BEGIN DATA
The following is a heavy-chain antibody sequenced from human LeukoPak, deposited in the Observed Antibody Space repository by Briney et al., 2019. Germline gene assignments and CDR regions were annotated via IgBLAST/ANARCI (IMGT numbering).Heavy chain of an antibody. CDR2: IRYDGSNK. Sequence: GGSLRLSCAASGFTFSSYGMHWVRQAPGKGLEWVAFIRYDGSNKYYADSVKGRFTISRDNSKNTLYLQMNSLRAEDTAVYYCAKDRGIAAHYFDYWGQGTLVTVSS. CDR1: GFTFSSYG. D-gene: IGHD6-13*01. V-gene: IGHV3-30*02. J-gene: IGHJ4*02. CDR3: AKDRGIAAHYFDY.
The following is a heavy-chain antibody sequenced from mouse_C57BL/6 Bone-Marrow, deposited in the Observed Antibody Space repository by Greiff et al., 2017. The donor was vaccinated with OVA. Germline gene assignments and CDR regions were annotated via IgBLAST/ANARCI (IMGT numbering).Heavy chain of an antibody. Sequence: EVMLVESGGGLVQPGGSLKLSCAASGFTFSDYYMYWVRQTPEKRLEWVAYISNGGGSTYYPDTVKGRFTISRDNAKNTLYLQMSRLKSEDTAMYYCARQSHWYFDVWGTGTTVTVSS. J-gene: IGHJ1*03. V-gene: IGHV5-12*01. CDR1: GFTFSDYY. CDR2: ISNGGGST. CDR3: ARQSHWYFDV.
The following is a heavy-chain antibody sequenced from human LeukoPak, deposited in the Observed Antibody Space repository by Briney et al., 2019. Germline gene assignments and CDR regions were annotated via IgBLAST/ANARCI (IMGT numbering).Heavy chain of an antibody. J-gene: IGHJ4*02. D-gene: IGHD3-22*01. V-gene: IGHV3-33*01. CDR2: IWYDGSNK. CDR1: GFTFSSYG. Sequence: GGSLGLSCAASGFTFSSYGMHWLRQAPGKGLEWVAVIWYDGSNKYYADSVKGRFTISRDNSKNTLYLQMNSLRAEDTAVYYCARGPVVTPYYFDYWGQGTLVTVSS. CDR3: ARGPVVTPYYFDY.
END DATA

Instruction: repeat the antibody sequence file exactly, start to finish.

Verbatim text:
The following is a heavy-chain antibody sequenced from human LeukoPak, deposited in the Observed Antibody Space repository by Briney et al., 2019. Germline gene assignments and CDR regions were annotated via IgBLAST/ANARCI (IMGT numbering).Heavy chain of an antibody. CDR2: IRYDGSNK. Sequence: GGSLRLSCAASGFTFSSYGMHWVRQAPGKGLEWVAFIRYDGSNKYYADSVKGRFTISRDNSKNTLYLQMNSLRAEDTAVYYCAKDRGIAAHYFDYWGQGTLVTVSS. CDR1: GFTFSSYG. D-gene: IGHD6-13*01. V-gene: IGHV3-30*02. J-gene: IGHJ4*02. CDR3: AKDRGIAAHYFDY.
The following is a heavy-chain antibody sequenced from mouse_C57BL/6 Bone-Marrow, deposited in the Observed Antibody Space repository by Greiff et al., 2017. The donor was vaccinated with OVA. Germline gene assignments and CDR regions were annotated via IgBLAST/ANARCI (IMGT numbering).Heavy chain of an antibody. Sequence: EVMLVESGGGLVQPGGSLKLSCAASGFTFSDYYMYWVRQTPEKRLEWVAYISNGGGSTYYPDTVKGRFTISRDNAKNTLYLQMSRLKSEDTAMYYCARQSHWYFDVWGTGTTVTVSS. J-gene: IGHJ1*03. V-gene: IGHV5-12*01. CDR1: GFTFSDYY. CDR2: ISNGGGST. CDR3: ARQSHWYFDV.
The following is a heavy-chain antibody sequenced from human LeukoPak, deposited in the Observed Antibody Space repository by Briney et al., 2019. Germline gene assignments and CDR regions were annotated via IgBLAST/ANARCI (IMGT numbering).Heavy chain of an antibody. J-gene: IGHJ4*02. D-gene: IGHD3-22*01. V-gene: IGHV3-33*01. CDR2: IWYDGSNK. CDR1: GFTFSSYG. Sequence: GGSLGLSCAASGFTFSSYGMHWLRQAPGKGLEWVAVIWYDGSNKYYADSVKGRFTISRDNSKNTLYLQMNSLRAEDTAVYYCARGPVVTPYYFDYWGQGTLVTVSS. CDR3: ARGPVVTPYYFDY.